Future audiologists need structured learning opportunities over the course of their AuD program to develop their detective listening skills and probing follow-up questions when troubleshooting hearing aid problems to resolve a patient’s complaint effectively.


A four-part series of guided hands-on hearing aid troubleshooting labs were developed to help AuD students increase their confidence and ability to participate in direct patient care in our on-campus Audiology Clinic. Purdue University AuD students are assigned weekly clinic opportunities with clinical faculty beginning Week 1 of their four-year clinical training program. In addition to this weekly clinic assignment, the hearing aid troubleshooting clinical seminar labs provide a partnership with academic faculty to bridge coursework knowledge with direct application to audiologic patient care. AuD clinical faculty teach the skills and knowledge needed to successfully navigate hearing aid issues over several semesters during the graduate students Year I and Year II of their training program. First, we begin identifying the numerous tools necessary to clean and repair broken hearing aid instruments. Next, we focus on the proper application of commonly used tools available in the Audiology Clinic. Then we discuss the connection between the patient complaint and possible hearing aid troubleshooting solutions. Finally, we address verification of hearing aid performance including electroacoustic analysis as well as speech mapping to identify possible resolutions for the patient’s complaint. Ultimately, by creating early hands-on opportunities with various hearing aid manufactures, in-the-ear (ITE) along with behind-the-ear (BTE) or receiver-in-the-canal (RIC) instrument styles we can close the knowledge gap between the classroom and the clinic.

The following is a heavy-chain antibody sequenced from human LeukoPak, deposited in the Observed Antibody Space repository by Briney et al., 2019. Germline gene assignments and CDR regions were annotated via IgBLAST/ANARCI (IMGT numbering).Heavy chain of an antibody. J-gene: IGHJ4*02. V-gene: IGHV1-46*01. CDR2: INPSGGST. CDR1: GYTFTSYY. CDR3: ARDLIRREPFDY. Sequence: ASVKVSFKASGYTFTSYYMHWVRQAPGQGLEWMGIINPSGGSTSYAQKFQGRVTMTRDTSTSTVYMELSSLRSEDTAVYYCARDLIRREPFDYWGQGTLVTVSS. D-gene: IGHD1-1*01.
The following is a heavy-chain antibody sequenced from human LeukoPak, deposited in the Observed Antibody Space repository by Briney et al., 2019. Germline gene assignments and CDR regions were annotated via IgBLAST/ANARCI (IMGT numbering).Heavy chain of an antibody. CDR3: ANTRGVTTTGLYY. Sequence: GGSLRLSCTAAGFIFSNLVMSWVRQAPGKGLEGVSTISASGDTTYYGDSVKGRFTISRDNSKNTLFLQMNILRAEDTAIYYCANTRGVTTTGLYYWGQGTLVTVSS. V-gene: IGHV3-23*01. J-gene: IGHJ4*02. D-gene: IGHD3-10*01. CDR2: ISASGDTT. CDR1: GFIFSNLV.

Most graduate students have limited working knowledge about hearing aids when they enter the AuD program. To someone unfamiliar with hearing aids, there can be a fear of damaging the device. A variety of hands-on hearing aid orientation activities are introduced during their first six weeks in the program to increase the students’ overall confidence physically handling hearing aid parts as well as take a more active role in direct patient care. An audiology clinic Hearing Aid Orientation I scavenger hunt allows the students to become familiar with workroom layout. Students search for various manufacturer-specific items including wax guards, domes, and basic tools used to clean hearing aids.